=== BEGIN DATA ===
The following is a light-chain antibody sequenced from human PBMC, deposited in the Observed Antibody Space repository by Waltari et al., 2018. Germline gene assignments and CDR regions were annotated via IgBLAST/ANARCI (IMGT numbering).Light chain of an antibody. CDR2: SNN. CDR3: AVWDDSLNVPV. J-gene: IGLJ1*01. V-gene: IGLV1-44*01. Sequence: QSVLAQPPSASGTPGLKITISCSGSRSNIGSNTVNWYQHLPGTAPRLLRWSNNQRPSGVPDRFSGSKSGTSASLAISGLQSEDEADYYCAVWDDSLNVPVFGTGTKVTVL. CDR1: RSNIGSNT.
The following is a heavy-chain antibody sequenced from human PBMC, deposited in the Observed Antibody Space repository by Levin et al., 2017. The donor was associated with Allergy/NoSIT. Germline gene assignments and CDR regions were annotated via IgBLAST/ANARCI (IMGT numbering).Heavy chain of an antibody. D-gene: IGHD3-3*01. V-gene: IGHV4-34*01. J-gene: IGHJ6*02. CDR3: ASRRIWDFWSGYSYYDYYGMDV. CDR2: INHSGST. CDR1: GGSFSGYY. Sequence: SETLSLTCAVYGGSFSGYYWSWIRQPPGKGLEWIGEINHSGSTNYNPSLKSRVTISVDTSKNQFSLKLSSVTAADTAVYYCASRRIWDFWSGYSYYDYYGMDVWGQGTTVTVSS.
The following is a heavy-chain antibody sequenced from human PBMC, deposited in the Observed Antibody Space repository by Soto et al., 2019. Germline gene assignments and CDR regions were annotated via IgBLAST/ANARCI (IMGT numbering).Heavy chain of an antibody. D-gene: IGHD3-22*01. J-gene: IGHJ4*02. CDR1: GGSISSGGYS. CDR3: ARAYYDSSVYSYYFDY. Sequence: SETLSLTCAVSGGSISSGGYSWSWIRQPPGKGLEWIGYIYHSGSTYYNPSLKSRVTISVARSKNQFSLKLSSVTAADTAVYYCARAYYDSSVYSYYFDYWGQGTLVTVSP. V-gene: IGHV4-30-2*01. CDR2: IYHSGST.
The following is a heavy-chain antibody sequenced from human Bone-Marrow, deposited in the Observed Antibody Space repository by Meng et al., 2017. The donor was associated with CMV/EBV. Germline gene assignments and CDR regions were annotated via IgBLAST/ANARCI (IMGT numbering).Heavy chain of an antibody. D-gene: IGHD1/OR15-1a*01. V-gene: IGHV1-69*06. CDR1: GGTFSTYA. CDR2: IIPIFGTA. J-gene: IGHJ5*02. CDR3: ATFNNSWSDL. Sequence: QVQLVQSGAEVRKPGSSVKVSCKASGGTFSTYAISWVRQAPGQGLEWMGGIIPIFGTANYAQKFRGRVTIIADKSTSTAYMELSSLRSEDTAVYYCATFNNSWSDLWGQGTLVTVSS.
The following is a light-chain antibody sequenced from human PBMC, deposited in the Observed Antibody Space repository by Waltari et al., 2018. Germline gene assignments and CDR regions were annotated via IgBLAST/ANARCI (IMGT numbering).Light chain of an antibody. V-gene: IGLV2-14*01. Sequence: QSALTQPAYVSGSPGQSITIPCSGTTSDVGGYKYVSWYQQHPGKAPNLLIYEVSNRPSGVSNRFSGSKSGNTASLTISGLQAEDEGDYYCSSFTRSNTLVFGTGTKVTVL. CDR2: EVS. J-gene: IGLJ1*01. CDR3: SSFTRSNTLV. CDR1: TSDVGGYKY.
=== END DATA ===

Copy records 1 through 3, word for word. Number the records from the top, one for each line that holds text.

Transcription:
The following is a light-chain antibody sequenced from human PBMC, deposited in the Observed Antibody Space repository by Waltari et al., 2018. Germline gene assignments and CDR regions were annotated via IgBLAST/ANARCI (IMGT numbering).Light chain of an antibody. CDR2: SNN. CDR3: AVWDDSLNVPV. J-gene: IGLJ1*01. V-gene: IGLV1-44*01. Sequence: QSVLAQPPSASGTPGLKITISCSGSRSNIGSNTVNWYQHLPGTAPRLLRWSNNQRPSGVPDRFSGSKSGTSASLAISGLQSEDEADYYCAVWDDSLNVPVFGTGTKVTVL. CDR1: RSNIGSNT.
The following is a heavy-chain antibody sequenced from human PBMC, deposited in the Observed Antibody Space repository by Levin et al., 2017. The donor was associated with Allergy/NoSIT. Germline gene assignments and CDR regions were annotated via IgBLAST/ANARCI (IMGT numbering).Heavy chain of an antibody. D-gene: IGHD3-3*01. V-gene: IGHV4-34*01. J-gene: IGHJ6*02. CDR3: ASRRIWDFWSGYSYYDYYGMDV. CDR2: INHSGST. CDR1: GGSFSGYY. Sequence: SETLSLTCAVYGGSFSGYYWSWIRQPPGKGLEWIGEINHSGSTNYNPSLKSRVTISVDTSKNQFSLKLSSVTAADTAVYYCASRRIWDFWSGYSYYDYYGMDVWGQGTTVTVSS.
The following is a heavy-chain antibody sequenced from human PBMC, deposited in the Observed Antibody Space repository by Soto et al., 2019. Germline gene assignments and CDR regions were annotated via IgBLAST/ANARCI (IMGT numbering).Heavy chain of an antibody. D-gene: IGHD3-22*01. J-gene: IGHJ4*02. CDR1: GGSISSGGYS. CDR3: ARAYYDSSVYSYYFDY. Sequence: SETLSLTCAVSGGSISSGGYSWSWIRQPPGKGLEWIGYIYHSGSTYYNPSLKSRVTISVARSKNQFSLKLSSVTAADTAVYYCARAYYDSSVYSYYFDYWGQGTLVTVSP. V-gene: IGHV4-30-2*01. CDR2: IYHSGST.